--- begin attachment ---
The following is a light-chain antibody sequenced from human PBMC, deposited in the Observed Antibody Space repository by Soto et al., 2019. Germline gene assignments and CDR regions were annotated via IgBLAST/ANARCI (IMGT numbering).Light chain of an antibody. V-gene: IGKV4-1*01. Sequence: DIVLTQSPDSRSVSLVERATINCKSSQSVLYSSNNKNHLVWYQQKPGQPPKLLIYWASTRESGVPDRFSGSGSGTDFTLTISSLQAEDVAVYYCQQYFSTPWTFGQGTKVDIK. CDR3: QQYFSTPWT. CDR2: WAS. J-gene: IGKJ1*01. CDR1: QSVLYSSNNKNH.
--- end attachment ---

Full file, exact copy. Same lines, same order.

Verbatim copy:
The following is a light-chain antibody sequenced from human PBMC, deposited in the Observed Antibody Space repository by Soto et al., 2019. Germline gene assignments and CDR regions were annotated via IgBLAST/ANARCI (IMGT numbering).Light chain of an antibody. V-gene: IGKV4-1*01. Sequence: DIVLTQSPDSRSVSLVERATINCKSSQSVLYSSNNKNHLVWYQQKPGQPPKLLIYWASTRESGVPDRFSGSGSGTDFTLTISSLQAEDVAVYYCQQYFSTPWTFGQGTKVDIK. CDR3: QQYFSTPWT. CDR2: WAS. J-gene: IGKJ1*01. CDR1: QSVLYSSNNKNH.